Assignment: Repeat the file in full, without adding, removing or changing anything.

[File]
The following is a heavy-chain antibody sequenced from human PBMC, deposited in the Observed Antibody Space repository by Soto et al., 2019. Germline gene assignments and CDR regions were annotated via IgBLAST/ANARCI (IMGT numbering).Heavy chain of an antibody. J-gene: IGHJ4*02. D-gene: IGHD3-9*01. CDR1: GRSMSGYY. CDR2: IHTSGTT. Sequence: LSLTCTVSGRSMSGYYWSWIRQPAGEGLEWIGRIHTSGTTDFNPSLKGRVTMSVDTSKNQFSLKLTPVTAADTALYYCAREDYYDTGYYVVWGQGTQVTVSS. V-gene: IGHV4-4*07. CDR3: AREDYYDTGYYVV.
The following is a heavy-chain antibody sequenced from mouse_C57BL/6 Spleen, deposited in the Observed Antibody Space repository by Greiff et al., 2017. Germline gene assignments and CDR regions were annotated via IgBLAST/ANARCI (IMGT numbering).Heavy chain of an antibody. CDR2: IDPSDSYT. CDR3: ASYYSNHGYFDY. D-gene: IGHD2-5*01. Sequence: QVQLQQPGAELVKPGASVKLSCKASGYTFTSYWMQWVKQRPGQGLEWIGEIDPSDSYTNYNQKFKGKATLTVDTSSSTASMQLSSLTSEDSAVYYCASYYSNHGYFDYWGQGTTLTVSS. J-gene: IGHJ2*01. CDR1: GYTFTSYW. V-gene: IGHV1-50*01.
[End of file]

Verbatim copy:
The following is a heavy-chain antibody sequenced from human PBMC, deposited in the Observed Antibody Space repository by Soto et al., 2019. Germline gene assignments and CDR regions were annotated via IgBLAST/ANARCI (IMGT numbering).Heavy chain of an antibody. J-gene: IGHJ4*02. D-gene: IGHD3-9*01. CDR1: GRSMSGYY. CDR2: IHTSGTT. Sequence: LSLTCTVSGRSMSGYYWSWIRQPAGEGLEWIGRIHTSGTTDFNPSLKGRVTMSVDTSKNQFSLKLTPVTAADTALYYCAREDYYDTGYYVVWGQGTQVTVSS. V-gene: IGHV4-4*07. CDR3: AREDYYDTGYYVV.
The following is a heavy-chain antibody sequenced from mouse_C57BL/6 Spleen, deposited in the Observed Antibody Space repository by Greiff et al., 2017. Germline gene assignments and CDR regions were annotated via IgBLAST/ANARCI (IMGT numbering).Heavy chain of an antibody. CDR2: IDPSDSYT. CDR3: ASYYSNHGYFDY. D-gene: IGHD2-5*01. Sequence: QVQLQQPGAELVKPGASVKLSCKASGYTFTSYWMQWVKQRPGQGLEWIGEIDPSDSYTNYNQKFKGKATLTVDTSSSTASMQLSSLTSEDSAVYYCASYYSNHGYFDYWGQGTTLTVSS. J-gene: IGHJ2*01. CDR1: GYTFTSYW. V-gene: IGHV1-50*01.